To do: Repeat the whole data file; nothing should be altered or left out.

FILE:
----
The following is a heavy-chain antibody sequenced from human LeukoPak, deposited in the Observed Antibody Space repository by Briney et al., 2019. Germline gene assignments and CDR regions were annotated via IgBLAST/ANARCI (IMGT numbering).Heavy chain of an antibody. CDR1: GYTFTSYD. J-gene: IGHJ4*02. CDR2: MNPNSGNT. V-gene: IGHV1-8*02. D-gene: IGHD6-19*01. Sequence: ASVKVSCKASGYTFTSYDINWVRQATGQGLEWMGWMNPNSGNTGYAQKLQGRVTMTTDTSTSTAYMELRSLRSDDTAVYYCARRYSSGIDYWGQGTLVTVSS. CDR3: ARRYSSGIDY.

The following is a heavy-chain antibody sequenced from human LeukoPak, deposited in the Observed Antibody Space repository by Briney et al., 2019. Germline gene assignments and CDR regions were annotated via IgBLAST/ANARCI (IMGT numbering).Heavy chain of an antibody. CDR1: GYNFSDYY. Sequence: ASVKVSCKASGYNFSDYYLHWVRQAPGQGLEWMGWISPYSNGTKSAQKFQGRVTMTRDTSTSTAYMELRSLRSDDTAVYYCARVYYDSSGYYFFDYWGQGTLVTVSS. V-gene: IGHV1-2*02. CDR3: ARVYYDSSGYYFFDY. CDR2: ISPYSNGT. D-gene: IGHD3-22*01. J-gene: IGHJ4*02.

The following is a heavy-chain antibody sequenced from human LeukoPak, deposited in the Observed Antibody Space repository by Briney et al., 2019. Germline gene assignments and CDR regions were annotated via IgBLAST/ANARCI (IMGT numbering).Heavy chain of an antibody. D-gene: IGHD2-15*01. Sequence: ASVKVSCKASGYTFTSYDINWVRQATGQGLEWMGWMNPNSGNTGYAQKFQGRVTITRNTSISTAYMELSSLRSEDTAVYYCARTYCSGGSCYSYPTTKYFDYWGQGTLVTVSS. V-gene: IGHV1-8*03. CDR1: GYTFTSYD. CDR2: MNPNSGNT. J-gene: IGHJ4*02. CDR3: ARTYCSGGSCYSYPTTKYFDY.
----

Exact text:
The following is a heavy-chain antibody sequenced from human LeukoPak, deposited in the Observed Antibody Space repository by Briney et al., 2019. Germline gene assignments and CDR regions were annotated via IgBLAST/ANARCI (IMGT numbering).Heavy chain of an antibody. CDR1: GYTFTSYD. J-gene: IGHJ4*02. CDR2: MNPNSGNT. V-gene: IGHV1-8*02. D-gene: IGHD6-19*01. Sequence: ASVKVSCKASGYTFTSYDINWVRQATGQGLEWMGWMNPNSGNTGYAQKLQGRVTMTTDTSTSTAYMELRSLRSDDTAVYYCARRYSSGIDYWGQGTLVTVSS. CDR3: ARRYSSGIDY.

The following is a heavy-chain antibody sequenced from human LeukoPak, deposited in the Observed Antibody Space repository by Briney et al., 2019. Germline gene assignments and CDR regions were annotated via IgBLAST/ANARCI (IMGT numbering).Heavy chain of an antibody. CDR1: GYNFSDYY. Sequence: ASVKVSCKASGYNFSDYYLHWVRQAPGQGLEWMGWISPYSNGTKSAQKFQGRVTMTRDTSTSTAYMELRSLRSDDTAVYYCARVYYDSSGYYFFDYWGQGTLVTVSS. V-gene: IGHV1-2*02. CDR3: ARVYYDSSGYYFFDY. CDR2: ISPYSNGT. D-gene: IGHD3-22*01. J-gene: IGHJ4*02.

The following is a heavy-chain antibody sequenced from human LeukoPak, deposited in the Observed Antibody Space repository by Briney et al., 2019. Germline gene assignments and CDR regions were annotated via IgBLAST/ANARCI (IMGT numbering).Heavy chain of an antibody. D-gene: IGHD2-15*01. Sequence: ASVKVSCKASGYTFTSYDINWVRQATGQGLEWMGWMNPNSGNTGYAQKFQGRVTITRNTSISTAYMELSSLRSEDTAVYYCARTYCSGGSCYSYPTTKYFDYWGQGTLVTVSS. V-gene: IGHV1-8*03. CDR1: GYTFTSYD. CDR2: MNPNSGNT. J-gene: IGHJ4*02. CDR3: ARTYCSGGSCYSYPTTKYFDY.